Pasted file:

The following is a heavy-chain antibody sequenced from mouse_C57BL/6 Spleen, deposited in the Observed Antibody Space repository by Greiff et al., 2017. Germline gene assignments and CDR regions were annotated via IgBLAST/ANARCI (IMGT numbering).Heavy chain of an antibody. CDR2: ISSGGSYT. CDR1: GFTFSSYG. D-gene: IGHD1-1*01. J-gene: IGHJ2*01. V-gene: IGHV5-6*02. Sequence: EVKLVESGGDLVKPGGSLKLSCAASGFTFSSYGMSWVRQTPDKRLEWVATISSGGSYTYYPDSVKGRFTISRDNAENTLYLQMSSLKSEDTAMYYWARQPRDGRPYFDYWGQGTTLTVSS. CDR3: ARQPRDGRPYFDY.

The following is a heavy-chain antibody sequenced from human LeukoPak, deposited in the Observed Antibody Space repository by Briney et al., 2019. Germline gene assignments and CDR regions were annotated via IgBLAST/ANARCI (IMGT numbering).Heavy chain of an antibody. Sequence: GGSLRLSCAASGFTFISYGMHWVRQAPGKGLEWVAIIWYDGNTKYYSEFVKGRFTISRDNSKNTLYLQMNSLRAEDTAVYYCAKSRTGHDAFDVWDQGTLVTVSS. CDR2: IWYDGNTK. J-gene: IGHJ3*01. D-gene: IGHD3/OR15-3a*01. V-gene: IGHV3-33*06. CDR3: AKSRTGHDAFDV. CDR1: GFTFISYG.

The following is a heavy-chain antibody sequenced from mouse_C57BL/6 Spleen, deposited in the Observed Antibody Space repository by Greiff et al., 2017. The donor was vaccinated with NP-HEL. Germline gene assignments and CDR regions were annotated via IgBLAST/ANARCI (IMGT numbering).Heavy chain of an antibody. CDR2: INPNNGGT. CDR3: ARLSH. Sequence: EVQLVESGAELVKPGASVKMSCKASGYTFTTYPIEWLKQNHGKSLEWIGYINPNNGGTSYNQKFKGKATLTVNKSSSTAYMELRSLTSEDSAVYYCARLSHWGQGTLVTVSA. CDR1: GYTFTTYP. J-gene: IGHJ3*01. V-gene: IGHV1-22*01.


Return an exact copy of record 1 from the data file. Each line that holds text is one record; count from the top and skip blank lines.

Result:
The following is a heavy-chain antibody sequenced from mouse_C57BL/6 Spleen, deposited in the Observed Antibody Space repository by Greiff et al., 2017. Germline gene assignments and CDR regions were annotated via IgBLAST/ANARCI (IMGT numbering).Heavy chain of an antibody. CDR2: ISSGGSYT. CDR1: GFTFSSYG. D-gene: IGHD1-1*01. J-gene: IGHJ2*01. V-gene: IGHV5-6*02. Sequence: EVKLVESGGDLVKPGGSLKLSCAASGFTFSSYGMSWVRQTPDKRLEWVATISSGGSYTYYPDSVKGRFTISRDNAENTLYLQMSSLKSEDTAMYYWARQPRDGRPYFDYWGQGTTLTVSS. CDR3: ARQPRDGRPYFDY.